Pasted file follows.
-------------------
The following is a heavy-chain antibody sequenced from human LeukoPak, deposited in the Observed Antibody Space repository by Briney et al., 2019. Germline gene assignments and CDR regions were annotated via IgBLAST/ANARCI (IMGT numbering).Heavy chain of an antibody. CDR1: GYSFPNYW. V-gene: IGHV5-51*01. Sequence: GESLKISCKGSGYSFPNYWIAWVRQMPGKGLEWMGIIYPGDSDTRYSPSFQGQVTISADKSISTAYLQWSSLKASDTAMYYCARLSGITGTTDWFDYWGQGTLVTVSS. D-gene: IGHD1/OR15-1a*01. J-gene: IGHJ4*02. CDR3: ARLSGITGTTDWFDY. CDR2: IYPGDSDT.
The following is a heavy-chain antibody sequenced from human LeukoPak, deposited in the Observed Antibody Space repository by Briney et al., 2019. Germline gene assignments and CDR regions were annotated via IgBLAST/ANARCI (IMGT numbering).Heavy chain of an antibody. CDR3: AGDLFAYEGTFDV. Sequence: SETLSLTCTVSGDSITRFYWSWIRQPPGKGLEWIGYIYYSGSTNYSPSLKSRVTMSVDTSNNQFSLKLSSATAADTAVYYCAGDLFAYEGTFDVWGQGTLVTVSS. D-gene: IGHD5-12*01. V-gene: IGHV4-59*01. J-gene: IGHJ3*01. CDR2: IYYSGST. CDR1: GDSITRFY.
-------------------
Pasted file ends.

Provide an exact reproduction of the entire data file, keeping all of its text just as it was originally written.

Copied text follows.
The following is a heavy-chain antibody sequenced from human LeukoPak, deposited in the Observed Antibody Space repository by Briney et al., 2019. Germline gene assignments and CDR regions were annotated via IgBLAST/ANARCI (IMGT numbering).Heavy chain of an antibody. CDR1: GYSFPNYW. V-gene: IGHV5-51*01. Sequence: GESLKISCKGSGYSFPNYWIAWVRQMPGKGLEWMGIIYPGDSDTRYSPSFQGQVTISADKSISTAYLQWSSLKASDTAMYYCARLSGITGTTDWFDYWGQGTLVTVSS. D-gene: IGHD1/OR15-1a*01. J-gene: IGHJ4*02. CDR3: ARLSGITGTTDWFDY. CDR2: IYPGDSDT.
The following is a heavy-chain antibody sequenced from human LeukoPak, deposited in the Observed Antibody Space repository by Briney et al., 2019. Germline gene assignments and CDR regions were annotated via IgBLAST/ANARCI (IMGT numbering).Heavy chain of an antibody. CDR3: AGDLFAYEGTFDV. Sequence: SETLSLTCTVSGDSITRFYWSWIRQPPGKGLEWIGYIYYSGSTNYSPSLKSRVTMSVDTSNNQFSLKLSSATAADTAVYYCAGDLFAYEGTFDVWGQGTLVTVSS. D-gene: IGHD5-12*01. V-gene: IGHV4-59*01. J-gene: IGHJ3*01. CDR2: IYYSGST. CDR1: GDSITRFY.